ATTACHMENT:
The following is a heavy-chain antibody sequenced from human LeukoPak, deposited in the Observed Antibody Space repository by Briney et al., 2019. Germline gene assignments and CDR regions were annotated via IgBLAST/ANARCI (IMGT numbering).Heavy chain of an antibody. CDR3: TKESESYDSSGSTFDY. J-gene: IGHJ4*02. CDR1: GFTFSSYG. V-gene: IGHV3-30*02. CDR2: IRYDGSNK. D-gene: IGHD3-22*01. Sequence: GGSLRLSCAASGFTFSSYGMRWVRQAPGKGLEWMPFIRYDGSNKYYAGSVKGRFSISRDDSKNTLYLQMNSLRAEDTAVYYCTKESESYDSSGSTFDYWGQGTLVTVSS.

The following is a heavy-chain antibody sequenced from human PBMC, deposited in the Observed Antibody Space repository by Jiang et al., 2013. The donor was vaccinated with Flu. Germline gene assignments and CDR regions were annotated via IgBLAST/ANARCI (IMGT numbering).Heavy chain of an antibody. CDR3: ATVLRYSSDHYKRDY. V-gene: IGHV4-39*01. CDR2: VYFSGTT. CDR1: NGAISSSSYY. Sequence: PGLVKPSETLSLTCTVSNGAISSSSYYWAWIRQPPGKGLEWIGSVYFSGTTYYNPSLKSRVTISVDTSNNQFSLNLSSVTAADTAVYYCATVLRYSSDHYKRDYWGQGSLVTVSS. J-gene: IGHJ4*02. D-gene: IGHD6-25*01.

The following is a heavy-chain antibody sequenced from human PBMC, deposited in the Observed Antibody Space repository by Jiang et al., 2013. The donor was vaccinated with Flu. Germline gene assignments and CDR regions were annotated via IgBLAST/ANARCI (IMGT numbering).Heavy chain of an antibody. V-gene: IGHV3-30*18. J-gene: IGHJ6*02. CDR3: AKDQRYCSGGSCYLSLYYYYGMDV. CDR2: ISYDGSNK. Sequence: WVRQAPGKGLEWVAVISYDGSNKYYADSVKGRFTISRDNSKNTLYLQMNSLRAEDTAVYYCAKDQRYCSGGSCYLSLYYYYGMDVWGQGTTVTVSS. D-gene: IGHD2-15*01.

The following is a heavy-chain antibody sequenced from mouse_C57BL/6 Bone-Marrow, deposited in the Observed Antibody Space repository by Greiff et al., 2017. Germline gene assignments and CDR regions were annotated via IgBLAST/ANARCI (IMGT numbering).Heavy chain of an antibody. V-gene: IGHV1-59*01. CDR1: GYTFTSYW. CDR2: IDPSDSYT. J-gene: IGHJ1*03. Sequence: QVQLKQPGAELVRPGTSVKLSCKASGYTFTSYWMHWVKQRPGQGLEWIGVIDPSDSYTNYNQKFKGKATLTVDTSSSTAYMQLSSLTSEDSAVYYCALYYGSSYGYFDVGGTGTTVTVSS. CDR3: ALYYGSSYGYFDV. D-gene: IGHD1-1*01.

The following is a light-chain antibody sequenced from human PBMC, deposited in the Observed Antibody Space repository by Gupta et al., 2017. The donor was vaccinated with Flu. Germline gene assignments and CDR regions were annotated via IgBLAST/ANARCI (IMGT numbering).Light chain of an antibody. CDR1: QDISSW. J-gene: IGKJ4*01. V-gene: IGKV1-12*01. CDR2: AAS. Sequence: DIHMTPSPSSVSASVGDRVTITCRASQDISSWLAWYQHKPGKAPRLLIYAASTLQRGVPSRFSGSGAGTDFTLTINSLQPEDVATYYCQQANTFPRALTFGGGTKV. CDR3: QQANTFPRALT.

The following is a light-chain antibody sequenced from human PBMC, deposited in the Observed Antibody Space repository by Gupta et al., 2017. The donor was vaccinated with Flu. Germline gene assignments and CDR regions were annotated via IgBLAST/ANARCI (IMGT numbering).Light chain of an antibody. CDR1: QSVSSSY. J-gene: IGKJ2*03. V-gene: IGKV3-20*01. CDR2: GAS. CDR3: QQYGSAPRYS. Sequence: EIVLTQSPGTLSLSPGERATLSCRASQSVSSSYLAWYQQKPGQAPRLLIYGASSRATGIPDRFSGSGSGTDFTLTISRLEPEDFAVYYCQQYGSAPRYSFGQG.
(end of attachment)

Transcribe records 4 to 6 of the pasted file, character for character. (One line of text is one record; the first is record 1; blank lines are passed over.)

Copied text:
The following is a heavy-chain antibody sequenced from mouse_C57BL/6 Bone-Marrow, deposited in the Observed Antibody Space repository by Greiff et al., 2017. Germline gene assignments and CDR regions were annotated via IgBLAST/ANARCI (IMGT numbering).Heavy chain of an antibody. V-gene: IGHV1-59*01. CDR1: GYTFTSYW. CDR2: IDPSDSYT. J-gene: IGHJ1*03. Sequence: QVQLKQPGAELVRPGTSVKLSCKASGYTFTSYWMHWVKQRPGQGLEWIGVIDPSDSYTNYNQKFKGKATLTVDTSSSTAYMQLSSLTSEDSAVYYCALYYGSSYGYFDVGGTGTTVTVSS. CDR3: ALYYGSSYGYFDV. D-gene: IGHD1-1*01.

The following is a light-chain antibody sequenced from human PBMC, deposited in the Observed Antibody Space repository by Gupta et al., 2017. The donor was vaccinated with Flu. Germline gene assignments and CDR regions were annotated via IgBLAST/ANARCI (IMGT numbering).Light chain of an antibody. CDR1: QDISSW. J-gene: IGKJ4*01. V-gene: IGKV1-12*01. CDR2: AAS. Sequence: DIHMTPSPSSVSASVGDRVTITCRASQDISSWLAWYQHKPGKAPRLLIYAASTLQRGVPSRFSGSGAGTDFTLTINSLQPEDVATYYCQQANTFPRALTFGGGTKV. CDR3: QQANTFPRALT.

The following is a light-chain antibody sequenced from human PBMC, deposited in the Observed Antibody Space repository by Gupta et al., 2017. The donor was vaccinated with Flu. Germline gene assignments and CDR regions were annotated via IgBLAST/ANARCI (IMGT numbering).Light chain of an antibody. CDR1: QSVSSSY. J-gene: IGKJ2*03. V-gene: IGKV3-20*01. CDR2: GAS. CDR3: QQYGSAPRYS. Sequence: EIVLTQSPGTLSLSPGERATLSCRASQSVSSSYLAWYQQKPGQAPRLLIYGASSRATGIPDRFSGSGSGTDFTLTISRLEPEDFAVYYCQQYGSAPRYSFGQG.